A Plague Tale: Requiem is a very strong sequel from developer Asobo Studio. When the original A Plague Tale: Innocence launched back in 2019, it surprised many folks (myself included) simply due to how much the action-adventure title flew under the radar prior to release. With higher expectations in place for Requiem, my biggest fear about the follow-up installment is that Asobo wouldn't be able to surprise me in the same way the second time around. Luckily, this has proven to be a false assumption.
In nearly every conceivable way, A Plague Tale: Requiem is a far better game than that of Innocence. Not only does it expand on the game's central characters, Amicia and Hugo, in compelling new ways, but it also clearly boasts a larger budget, which means that Asobo was able to do much more in terms of scale. Not only is Requiem able to fill the screen with tens of thousands of more rats compared to Innocence, it also means that Asobo was able to focus on smaller aspects of the game as well. Environments are far more detailed, textures look far improved, and lighting looks incredibly realistic. While I would have enjoyed the addition of a higher framerate, though, I also didn't find myself bothered by the locked rate of 30fps.
Rats were the star of the show in A Plague Tale: Innocence, and that's more true than ever with Requiem. While there are still hordes of rats that Amicia, Hugo, and other companions have to trudge through in the game, it's the sequences where literal rat tidal waves appear that put to shame anything seen in Innocence. Requiem has a far greater scale, which has allowed Asobo to create some wildly inventive setpieces that appear multiple times throughout the game. It's these moments, in particular, that made Requiem feel that much more akin to Uncharted or The Last of Us, which are two franchises that Asobo has clearly drawn a lot of inspiration from.
As mentioned, A Plague Tale: Requiem also does quite a bit of interesting character work with both Amicia and Hugo. Set months after the events of Innocence, Requiem sees Amicia and Hugo looking for a cure to the latter's strange disease. While this throughline plot motivation doesn't deviate much over the course of Requiem's rough 15-hour runtime, it's the ways in which Amicia and Hugo respond to their various situations that I found to be exemplary.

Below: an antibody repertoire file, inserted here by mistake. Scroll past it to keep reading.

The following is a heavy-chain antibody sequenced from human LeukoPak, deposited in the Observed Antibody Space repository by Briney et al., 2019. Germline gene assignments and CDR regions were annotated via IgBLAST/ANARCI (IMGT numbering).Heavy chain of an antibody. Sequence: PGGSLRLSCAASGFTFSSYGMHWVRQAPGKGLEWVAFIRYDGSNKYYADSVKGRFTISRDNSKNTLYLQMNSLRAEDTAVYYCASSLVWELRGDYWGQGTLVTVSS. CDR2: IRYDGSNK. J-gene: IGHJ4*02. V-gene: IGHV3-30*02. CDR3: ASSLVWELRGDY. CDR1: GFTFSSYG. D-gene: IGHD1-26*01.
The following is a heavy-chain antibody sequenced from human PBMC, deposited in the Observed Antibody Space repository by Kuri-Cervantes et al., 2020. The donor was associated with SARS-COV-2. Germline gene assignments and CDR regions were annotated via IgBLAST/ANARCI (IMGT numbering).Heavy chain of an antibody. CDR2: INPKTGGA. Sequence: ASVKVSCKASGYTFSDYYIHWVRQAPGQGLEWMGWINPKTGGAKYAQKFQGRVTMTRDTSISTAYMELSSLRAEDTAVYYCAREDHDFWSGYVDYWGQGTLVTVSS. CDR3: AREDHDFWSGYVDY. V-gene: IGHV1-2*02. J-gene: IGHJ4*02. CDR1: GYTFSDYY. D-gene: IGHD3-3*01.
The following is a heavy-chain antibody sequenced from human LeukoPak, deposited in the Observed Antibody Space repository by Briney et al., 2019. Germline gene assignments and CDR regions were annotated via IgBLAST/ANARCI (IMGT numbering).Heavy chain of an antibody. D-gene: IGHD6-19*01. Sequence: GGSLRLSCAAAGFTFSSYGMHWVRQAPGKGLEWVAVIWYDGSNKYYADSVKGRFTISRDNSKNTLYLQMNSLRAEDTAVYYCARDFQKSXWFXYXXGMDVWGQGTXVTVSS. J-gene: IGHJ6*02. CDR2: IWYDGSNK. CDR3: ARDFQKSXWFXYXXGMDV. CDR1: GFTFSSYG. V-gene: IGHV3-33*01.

Amicia, in particular, is a very strong central protagonist that goes through numerous moments of weakness and strife throughout the story. And rather than trying to constantly make her a perfect hero, Asobo leans into her shortcomings and shows her at many of her own worst moments. It makes her character feel incredibly relatable and real, even in the midst of a story that can feel supernatural.
Outside of the main cast, Requiem also brings aboard a number of new characters that I quickly found myself getting behind. Writing across the board in this game is quite great, which is what makes it easy to get attached to each character, no matter how briefly they may appear. Beyond the "good guys" that are seen in the game, the new villains and other various foes that show up are just as intimidating for the same reasons. My only issue with the antagonists is that they can feel a bit nebulous at times. Many of the baddies that are seen in the opening hours, in particular, are pretty nondescript and seem to only appear as a way of creating conflict.
Perhaps the biggest flaw with A Plague Tale: Requiem is that it can get a bit stale to play. The stealth mechanics and various items that Amicia has at her disposal are novel at first, but the majority of her usable items are unlocked quite early into the game. As the hours pass, it begins to feel like most combat encounters play out in a similar fashion. Asobo does a decent job of trying to make each chapter feel a bit different from the last through the inclusion of brief new mechanics. More often than not, though, I felt like I was just trying to push through to the next major story beat rather than enjoy the pursuit of taking down or sleuthing past soldiers.
Where the gameplay of Requiem does shine, though, is when you need to get past the seas of rats that often encircle Amicia and Hugo. These sections are primarily just big, rat-infested puzzles and often aren't that difficult to figure out. Still, it was the slow nature of working my way through these rodent mountains to avoid death that I continuously found exciting. The puzzles themselves aren't necessarily hard, but it's the stakes at hand that made each of these sections feel more enticing than they otherwise would.
Even though it's not without some faults, A Plague Tale: Requiem is likely one of the better games I have played this year. In a time where story-driven action games are starting to become more sparse, Asobo continues to prove with Requiem that it's very much capable of assisting with carrying the torch within this genre. I'm not sure if we'll see future Plague Tale titles come about in the future, but given the leap that has been seen with Requiem, I'm definitely hoping that this isn't Asobo's final outing in this space.
Rating: 4.5 out of 5
A Plague Tale: Requiem is available now and is playable on PlayStation 5, Xbox Series X, Nintendo Switch, and PC. A copy of the game was provided by the publisher for the purpose of this review and it was played on an Xbox Series X.0comments